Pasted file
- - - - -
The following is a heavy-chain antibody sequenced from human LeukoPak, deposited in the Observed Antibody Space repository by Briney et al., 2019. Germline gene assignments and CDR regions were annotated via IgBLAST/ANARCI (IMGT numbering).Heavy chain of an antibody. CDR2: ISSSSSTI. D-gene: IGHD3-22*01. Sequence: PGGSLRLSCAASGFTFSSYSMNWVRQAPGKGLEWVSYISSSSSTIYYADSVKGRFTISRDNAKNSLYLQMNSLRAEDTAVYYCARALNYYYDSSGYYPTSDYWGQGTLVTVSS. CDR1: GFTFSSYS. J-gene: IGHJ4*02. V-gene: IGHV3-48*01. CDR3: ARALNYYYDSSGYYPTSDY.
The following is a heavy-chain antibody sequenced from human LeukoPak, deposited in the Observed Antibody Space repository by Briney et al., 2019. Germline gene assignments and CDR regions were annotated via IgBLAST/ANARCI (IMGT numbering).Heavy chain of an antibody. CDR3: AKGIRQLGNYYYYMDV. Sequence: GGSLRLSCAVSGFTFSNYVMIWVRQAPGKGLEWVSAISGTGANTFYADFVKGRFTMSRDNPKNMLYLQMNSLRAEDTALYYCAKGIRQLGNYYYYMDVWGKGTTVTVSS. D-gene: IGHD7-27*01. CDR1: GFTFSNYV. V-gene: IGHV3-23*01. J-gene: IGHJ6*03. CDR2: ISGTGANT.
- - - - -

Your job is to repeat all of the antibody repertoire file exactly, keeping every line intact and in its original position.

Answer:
The following is a heavy-chain antibody sequenced from human LeukoPak, deposited in the Observed Antibody Space repository by Briney et al., 2019. Germline gene assignments and CDR regions were annotated via IgBLAST/ANARCI (IMGT numbering).Heavy chain of an antibody. CDR2: ISSSSSTI. D-gene: IGHD3-22*01. Sequence: PGGSLRLSCAASGFTFSSYSMNWVRQAPGKGLEWVSYISSSSSTIYYADSVKGRFTISRDNAKNSLYLQMNSLRAEDTAVYYCARALNYYYDSSGYYPTSDYWGQGTLVTVSS. CDR1: GFTFSSYS. J-gene: IGHJ4*02. V-gene: IGHV3-48*01. CDR3: ARALNYYYDSSGYYPTSDY.
The following is a heavy-chain antibody sequenced from human LeukoPak, deposited in the Observed Antibody Space repository by Briney et al., 2019. Germline gene assignments and CDR regions were annotated via IgBLAST/ANARCI (IMGT numbering).Heavy chain of an antibody. CDR3: AKGIRQLGNYYYYMDV. Sequence: GGSLRLSCAVSGFTFSNYVMIWVRQAPGKGLEWVSAISGTGANTFYADFVKGRFTMSRDNPKNMLYLQMNSLRAEDTALYYCAKGIRQLGNYYYYMDVWGKGTTVTVSS. D-gene: IGHD7-27*01. CDR1: GFTFSNYV. V-gene: IGHV3-23*01. J-gene: IGHJ6*03. CDR2: ISGTGANT.